The flooding of Supai Village attracted national media attention last week when torrential rains led to the evacuation of approximately 426 people. Many were stunned and followed the story closely. While we, too, were shocked about the news of the flood, we weren't surprised. This has happened before. The village of Supai and Havasu Canyon have been victims of major floods occurring in 1910, 1990, 1993 and 1997, eroding the travertine that gives the water its color and changing landscape. Fortunately, no one has ever suffered serious injury.
The recent flooding occurred when thunderstorms dropped three to six inches of rain in the Supai region Aug. 15-16. Following an additional two inches of rain on Aug. 17, a small, earthen dam was breached, allowing additional water to flow down Cataract Canyon in a westerly direction eventually feeding into Supai Canyon. Flooding in Supai Canyon and the threat of additional flooding necessitated the evacuation of 400-plus campers and full-time residents. Some residents chose not to be evacuated and remained in the canyon.
When the storm subsided, some trails and footbridges were washed out and trees were uprooted. Eyewitnesses have reported that animals and livestock were washed away. The once-aqua blue waters are now brown. Tourism revenues will be lost during the next several weeks.
Eventually the mud will wash away and residents will clean up trash and debris. Tourists will return again. Thus far, no one has been reported missing and officials with the Coconino County Sheriff's Office believe that everyone has been accounted for. The visitors and residents of Supai were fortunate that no one was reported missing or was seriously injured this time around.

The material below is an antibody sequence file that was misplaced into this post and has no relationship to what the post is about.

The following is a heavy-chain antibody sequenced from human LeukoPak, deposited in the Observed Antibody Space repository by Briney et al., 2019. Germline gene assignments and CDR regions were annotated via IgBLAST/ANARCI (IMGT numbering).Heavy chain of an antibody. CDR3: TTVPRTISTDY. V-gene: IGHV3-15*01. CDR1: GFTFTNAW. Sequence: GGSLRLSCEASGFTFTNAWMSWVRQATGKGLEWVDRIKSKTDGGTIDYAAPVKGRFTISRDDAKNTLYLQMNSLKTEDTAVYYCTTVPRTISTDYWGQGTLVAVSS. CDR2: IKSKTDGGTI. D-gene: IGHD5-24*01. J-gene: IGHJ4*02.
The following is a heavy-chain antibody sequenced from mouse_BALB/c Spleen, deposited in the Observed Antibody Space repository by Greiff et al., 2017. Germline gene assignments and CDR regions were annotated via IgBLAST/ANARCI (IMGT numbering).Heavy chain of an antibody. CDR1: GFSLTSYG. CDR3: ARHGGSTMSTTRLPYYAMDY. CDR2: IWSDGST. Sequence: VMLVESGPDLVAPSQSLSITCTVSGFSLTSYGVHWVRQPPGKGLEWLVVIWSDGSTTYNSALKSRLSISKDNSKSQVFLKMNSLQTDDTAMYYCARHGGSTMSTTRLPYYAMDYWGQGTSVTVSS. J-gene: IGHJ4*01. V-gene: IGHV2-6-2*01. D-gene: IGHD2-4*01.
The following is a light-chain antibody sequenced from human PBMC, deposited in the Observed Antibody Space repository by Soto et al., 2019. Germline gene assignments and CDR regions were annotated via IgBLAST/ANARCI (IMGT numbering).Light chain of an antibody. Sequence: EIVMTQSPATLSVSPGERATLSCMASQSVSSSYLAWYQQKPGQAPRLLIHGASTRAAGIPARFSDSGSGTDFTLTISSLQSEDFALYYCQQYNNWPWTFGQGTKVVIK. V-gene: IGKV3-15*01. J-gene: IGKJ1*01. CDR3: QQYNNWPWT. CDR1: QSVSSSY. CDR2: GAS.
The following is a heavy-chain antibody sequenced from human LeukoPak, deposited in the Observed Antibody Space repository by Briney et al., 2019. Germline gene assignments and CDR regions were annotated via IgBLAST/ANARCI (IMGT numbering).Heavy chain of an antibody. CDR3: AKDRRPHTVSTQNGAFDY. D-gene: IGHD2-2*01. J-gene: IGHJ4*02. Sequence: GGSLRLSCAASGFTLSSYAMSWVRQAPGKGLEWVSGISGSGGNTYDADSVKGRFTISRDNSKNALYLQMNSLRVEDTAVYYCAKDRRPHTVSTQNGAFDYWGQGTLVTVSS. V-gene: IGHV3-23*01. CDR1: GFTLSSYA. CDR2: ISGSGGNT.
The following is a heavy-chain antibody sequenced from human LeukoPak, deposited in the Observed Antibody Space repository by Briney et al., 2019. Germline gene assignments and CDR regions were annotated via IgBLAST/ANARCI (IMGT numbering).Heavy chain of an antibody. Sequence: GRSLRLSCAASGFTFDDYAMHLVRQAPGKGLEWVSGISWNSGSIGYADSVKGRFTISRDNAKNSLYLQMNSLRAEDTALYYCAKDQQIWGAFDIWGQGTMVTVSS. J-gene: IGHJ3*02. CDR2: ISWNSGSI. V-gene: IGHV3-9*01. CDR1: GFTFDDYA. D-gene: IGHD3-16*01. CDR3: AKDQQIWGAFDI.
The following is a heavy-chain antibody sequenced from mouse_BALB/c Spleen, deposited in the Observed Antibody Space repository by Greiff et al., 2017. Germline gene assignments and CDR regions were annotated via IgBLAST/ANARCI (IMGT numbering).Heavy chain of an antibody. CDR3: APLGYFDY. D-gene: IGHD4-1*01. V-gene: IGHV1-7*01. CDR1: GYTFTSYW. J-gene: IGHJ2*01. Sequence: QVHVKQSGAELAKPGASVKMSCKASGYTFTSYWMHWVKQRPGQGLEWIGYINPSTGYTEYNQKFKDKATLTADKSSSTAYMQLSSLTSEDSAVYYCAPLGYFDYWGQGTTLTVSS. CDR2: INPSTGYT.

Supai's iconic, tranquil, blue waters and unique rock formations attract thousands of visitors each year. On any given day, as many as 500 tourists can be found in Supai. Supai is also home to nearly 500 members of the Havasupai Tribe, and is the only village in the country that still has its mail delivered by mule train. While Supai's beauty is magnificent, it can become deadly instantaneously when rain begins to fall, especially during the monsoon season. We can expect more floods at Supai if something is not done.
According to officials with the U.S. Geological Survey in Flagstaff, the real issue is whether or not we're in a period where these floods are occurring more frequently or not. Perhaps global warning can be blamed on flooding at Supai in recent years. However, global warming is not expected to end anytime soon. Something needs to be done now. The small-earthen dam that was breached needs to be replaced with a much larger dam that could slow the flow of floodwaters into Supai Canyon.
It's time for the federal government to take preventative measures, such as constructing a more powerful, secure dam that can effectively control strong water flows. While we understand that the isolation of the canyon makes this a difficult task to accomplish, a new dam is necessary to protect not only the beauty of Supai, but more importantly, the human beings that both visit and reside there.